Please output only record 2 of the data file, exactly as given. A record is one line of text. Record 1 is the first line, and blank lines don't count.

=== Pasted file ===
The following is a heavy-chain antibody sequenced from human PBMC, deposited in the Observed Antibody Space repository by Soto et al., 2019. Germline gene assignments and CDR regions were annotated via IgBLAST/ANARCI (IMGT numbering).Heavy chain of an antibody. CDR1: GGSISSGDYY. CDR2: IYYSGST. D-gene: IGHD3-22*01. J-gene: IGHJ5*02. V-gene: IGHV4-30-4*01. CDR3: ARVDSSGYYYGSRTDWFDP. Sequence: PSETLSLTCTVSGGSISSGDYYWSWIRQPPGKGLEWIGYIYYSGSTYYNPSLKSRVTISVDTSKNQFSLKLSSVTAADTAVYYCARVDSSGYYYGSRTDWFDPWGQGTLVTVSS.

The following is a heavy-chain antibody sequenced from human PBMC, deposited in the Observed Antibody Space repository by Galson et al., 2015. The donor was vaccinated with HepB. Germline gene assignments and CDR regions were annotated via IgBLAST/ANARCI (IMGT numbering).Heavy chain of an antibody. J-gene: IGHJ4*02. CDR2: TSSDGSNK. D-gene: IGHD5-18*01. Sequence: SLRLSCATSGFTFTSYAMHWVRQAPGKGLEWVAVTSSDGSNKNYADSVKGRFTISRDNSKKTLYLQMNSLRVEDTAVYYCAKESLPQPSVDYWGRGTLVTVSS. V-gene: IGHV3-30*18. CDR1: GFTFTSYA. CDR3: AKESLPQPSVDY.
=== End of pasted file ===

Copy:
The following is a heavy-chain antibody sequenced from human PBMC, deposited in the Observed Antibody Space repository by Galson et al., 2015. The donor was vaccinated with HepB. Germline gene assignments and CDR regions were annotated via IgBLAST/ANARCI (IMGT numbering).Heavy chain of an antibody. J-gene: IGHJ4*02. CDR2: TSSDGSNK. D-gene: IGHD5-18*01. Sequence: SLRLSCATSGFTFTSYAMHWVRQAPGKGLEWVAVTSSDGSNKNYADSVKGRFTISRDNSKKTLYLQMNSLRVEDTAVYYCAKESLPQPSVDYWGRGTLVTVSS. V-gene: IGHV3-30*18. CDR1: GFTFTSYA. CDR3: AKESLPQPSVDY.